[ 367 Pa. Page 328]

    passing from the grantors to the grantees. In Cray Estate, supra, this Court stated: "The recording of a deed is not essential to its validity or the transition of title as between the parties signatory thereto."

As title to the premises is now vested in plaintiff and her husband as tenants by the entireties, defendant-husband cannot, by his acts alone, prevent the recording of the deed. It was the joint act of the parties to leave the deed with the bank for recording. Even the recording charges were paid to the bank for that purpose. The effect of the husband's action is to render a valid title unmarketable. This he is not permitted to do. Cf. Berhalter v. Berhalter et al., 315 Pa. 225, 173 A. 172; Madden et al. v. Gosztonyi Savings and Trust Company, 331 Pa. 476, 200 A. 624; Gallagher Estate, 352 Pa. 476, 43 A.2d 132; Williams et ux. v. Barbaretta et ux., 359 Pa. 488, 59 A.2d 161; Schweitzer v. Evans, 360 Pa. 552, 63 A.2d 39.

It is argued that the wife cannot maintain this bill in equity because she has an adequate remedy at law, i.e., an action to quite title. Rule 1061 of the Pennsylvania Rules of Civil Procedure provides that an action to quiet title may be brought "... (3) to compel an adverse party to... record... any document, obligation or deed affecting any right, lien, title or interest in land...." It is true that an action to quiet title would afford plaintiff relief against the bank and compel it to record the deed. But plaintiff also seeks relief against her husband to prevent his from selling or encumbering the property. A court of chancery, having jurisdiction for one purpose, will retain it for all purposes and do complete justice as between the parties even though it adjudicates questions which in the first instance would not have warranted the court in assuming jurisdiction: Johnston et al. v. Price et al., 172 Pa. 427, 33 A. 688; Bowman v. Gum, Inc., et al., 327 Pa. 403, 193 A. 271.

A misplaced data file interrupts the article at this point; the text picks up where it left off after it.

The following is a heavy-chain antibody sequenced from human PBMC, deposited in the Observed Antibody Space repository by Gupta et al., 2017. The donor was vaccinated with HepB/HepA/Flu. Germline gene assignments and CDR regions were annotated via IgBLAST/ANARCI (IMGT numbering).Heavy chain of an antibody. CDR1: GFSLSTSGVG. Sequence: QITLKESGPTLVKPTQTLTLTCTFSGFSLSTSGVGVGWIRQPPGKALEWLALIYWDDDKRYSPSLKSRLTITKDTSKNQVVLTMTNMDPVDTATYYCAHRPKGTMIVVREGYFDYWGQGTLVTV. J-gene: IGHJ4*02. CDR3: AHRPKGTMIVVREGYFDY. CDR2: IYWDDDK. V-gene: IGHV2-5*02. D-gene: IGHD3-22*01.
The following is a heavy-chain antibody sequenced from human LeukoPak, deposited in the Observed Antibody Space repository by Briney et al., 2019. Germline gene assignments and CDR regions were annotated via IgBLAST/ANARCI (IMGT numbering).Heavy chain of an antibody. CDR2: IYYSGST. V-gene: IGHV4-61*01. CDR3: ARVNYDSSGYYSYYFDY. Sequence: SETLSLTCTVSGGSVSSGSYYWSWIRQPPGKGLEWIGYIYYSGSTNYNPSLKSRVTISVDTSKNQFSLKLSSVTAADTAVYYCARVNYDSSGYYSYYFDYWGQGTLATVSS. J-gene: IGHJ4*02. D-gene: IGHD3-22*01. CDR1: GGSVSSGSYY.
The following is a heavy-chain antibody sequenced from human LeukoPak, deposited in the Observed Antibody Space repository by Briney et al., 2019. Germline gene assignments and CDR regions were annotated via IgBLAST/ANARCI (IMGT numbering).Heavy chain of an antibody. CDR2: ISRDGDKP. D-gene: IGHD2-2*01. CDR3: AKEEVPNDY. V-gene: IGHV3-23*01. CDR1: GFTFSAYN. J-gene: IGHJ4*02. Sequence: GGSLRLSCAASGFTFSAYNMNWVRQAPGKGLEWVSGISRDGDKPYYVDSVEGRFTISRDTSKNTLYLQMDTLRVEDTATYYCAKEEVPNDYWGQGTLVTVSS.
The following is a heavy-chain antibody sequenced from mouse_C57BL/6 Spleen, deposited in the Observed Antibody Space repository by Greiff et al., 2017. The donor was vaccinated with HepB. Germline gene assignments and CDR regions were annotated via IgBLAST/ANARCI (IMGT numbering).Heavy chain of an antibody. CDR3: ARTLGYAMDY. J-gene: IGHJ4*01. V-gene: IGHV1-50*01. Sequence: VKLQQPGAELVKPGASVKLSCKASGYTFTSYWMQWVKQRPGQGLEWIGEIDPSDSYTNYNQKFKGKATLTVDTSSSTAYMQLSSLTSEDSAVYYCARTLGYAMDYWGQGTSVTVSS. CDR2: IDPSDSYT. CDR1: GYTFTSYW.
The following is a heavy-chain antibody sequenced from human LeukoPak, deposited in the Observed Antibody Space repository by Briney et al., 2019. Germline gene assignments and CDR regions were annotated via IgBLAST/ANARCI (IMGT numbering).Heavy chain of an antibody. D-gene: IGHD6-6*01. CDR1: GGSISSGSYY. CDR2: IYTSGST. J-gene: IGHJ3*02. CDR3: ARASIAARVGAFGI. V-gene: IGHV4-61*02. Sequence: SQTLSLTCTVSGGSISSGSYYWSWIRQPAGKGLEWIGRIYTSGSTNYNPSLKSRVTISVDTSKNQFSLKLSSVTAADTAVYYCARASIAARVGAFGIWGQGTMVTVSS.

[ 367 Pa. Page 329]

The husband alleges that his wife, through fraud, secured the transfer to the parties as tenants by the entireties. Cf. Pregrad v. Pregrad, 367 Pa. 177, 80 A.2d 58. But the litigation, in fact, revolved about the question of delivery of the deed. At the oral argument it was stated by counsel that the 15th finding of fact by the court below that the "execution, acknowledgment and delivery" of the deed was not procured fraudulently, has relation to the physical execution and delivery of the deed and did not purport to be a final decree and determination on the merits of the alleged fraud.

Decree reversed without prejudice to the rights, if any, of the husband to seek a rescission and cancellation of the deed because of fraud on the part of the wife. Costs of recording the deed to be paid by the bank defendant; the prothonotary is directed to forthwith deliver the deed to the recorder of deeds of Delaware County for recording.

Disposition

Decree reversed without prejudice to the rights, if any, of the husband to seek a rescission and cancellation of the deed because of fraud on the part of the wife. Costs of recording the deed to be paid by the bank defendant; the prothonotary is directed to forthwith deliver the deed to the recorder of deeds of Delaware County for recording.

19510521